As stands, the current record for the deepest living fish, either caught or seen on video were discovered by the Falkor at depths exceeding more than 8,000 meters. The creature was an entirely unknown species of snailfish, hosting "broad wing-like fins, an eel-like tail and slowly glided over the bottom", according to Schmidt Ocean Institute.

IFNew species of Snailfish [Image Source: Schmidt Ocean Institute]

The landers carried with them small baited traps which drew curious fish closer to investigate the food, as well as capture some of the fish to be further examined at the surface. Unfortunately, none of the fish survived the decompression as they were surfaced.

However, the research led scientists to further investigate the techniques implemented in the fishes' biology which enables them to live- and thrive- at such extreme depths that would crush any other organism which lives on the surface. As it turns out, the fish are able to sustain thousands of times more pressure than atmospheric creatures through their unique use of the chemical trimethylamine oxide. The chemical allows the cells within the creatures to remain flexible, protecting them both from pressure and from being penetrated by saltwater.

Further evolutionary characteristics include the creatures peculiar ways of navigating. Light does not reach the trench, resulting in the fish to utilize other techniques in order to hunt or avoid preying animals. While each species is different, the creatures predominantly use a few methods to navigate including gathering luminescent bacteria, using echolocation, or detecting changes in electrical fields.

Curious about other life which may live even deeper, the researchers decided to investigate the sediment at the bottom. The sediment is largely comprised of decomposed marine life which continuously floats down to the bottom, closely resembling snow. Digging into the sediment revealed even more lifeforms.

Paul Yancey, a team biologist from Whitman College commented on the discovery, saying

"It's looking like there's a lot more life down there than we thought. You know, this is so far from sunlight that people thought there wouldn't be a lot of life down there, but there is."

Fish have been adapting to extreme conditions for millions of years. Some aquatic life forms have even adapted the ability to live beside hydrothermal vents which approach 103 degrees Celcius. The vents are far below the depths which sunlight reaches. Instead of deriving energy from light, microbes oxidize certain materials (including compounds like hydrogen sulfide in volcanic gasses) in a process called chemosynthesis which provides the carbohydrates, enabling the creatures to thrive.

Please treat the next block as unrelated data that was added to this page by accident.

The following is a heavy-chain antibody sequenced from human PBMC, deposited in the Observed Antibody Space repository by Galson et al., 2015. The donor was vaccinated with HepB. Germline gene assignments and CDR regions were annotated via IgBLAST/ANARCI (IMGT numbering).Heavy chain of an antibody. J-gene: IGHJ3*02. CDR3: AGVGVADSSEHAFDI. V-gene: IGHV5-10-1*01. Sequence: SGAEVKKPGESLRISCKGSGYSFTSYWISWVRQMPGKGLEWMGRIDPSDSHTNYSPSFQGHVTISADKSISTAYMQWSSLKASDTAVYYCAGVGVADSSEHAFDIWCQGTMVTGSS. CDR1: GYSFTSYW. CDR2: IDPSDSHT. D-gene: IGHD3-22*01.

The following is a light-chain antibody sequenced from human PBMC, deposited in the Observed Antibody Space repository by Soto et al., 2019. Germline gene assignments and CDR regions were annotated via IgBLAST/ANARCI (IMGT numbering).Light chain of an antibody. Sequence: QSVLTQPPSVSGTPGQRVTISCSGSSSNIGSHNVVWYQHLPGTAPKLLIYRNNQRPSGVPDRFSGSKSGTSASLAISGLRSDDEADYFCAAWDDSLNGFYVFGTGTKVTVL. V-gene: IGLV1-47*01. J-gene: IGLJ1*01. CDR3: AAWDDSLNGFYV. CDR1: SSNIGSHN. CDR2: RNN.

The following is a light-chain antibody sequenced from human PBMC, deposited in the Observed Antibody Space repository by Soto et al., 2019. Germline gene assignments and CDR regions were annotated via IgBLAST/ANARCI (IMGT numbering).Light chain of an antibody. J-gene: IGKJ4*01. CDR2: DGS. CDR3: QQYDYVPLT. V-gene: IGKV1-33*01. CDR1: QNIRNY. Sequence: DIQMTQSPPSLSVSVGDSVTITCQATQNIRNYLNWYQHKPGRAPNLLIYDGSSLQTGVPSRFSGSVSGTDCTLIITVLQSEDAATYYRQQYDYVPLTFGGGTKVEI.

ventsThermal Vents [Image Source: NOAA]

The findings have further developed humanities understanding of life, extending the knowledge of where life can exist- even under the most extreme of conditions. Life at the bottom of the ocean is unlike any other lifeform; it must adapt the extreme pressures, temperatures, and lack of oxygen, among other complications.

 

The ocean remains largely unexplored, leaving scientists with more knowledge about the lunar surface than what lives at the bottom of the ocean. However, the small 5% which has been investigated has revealed some of the most fascinating discoveries.

“In that 5% we have some of the most amazing things on this planet. We’ve got a mountain range, the Mid-Atlantic Ridge, that has thousands of peaks taller than the Alps are, for instance,"

Says Dr. Paul Bunje, senior director of prize development and ocean health at the XPRIZE Foundation

"You’ve got, every time someone goes down, new species that are wondrous and unbelievably strange sometimes. And in reality, if you take all of the world’s oceans, that’s 99% of our living space on Earth, and we know almost nothing about it."

SEE ALSO: Protecting the Ocean with Skateboards

Written by Maverick Baker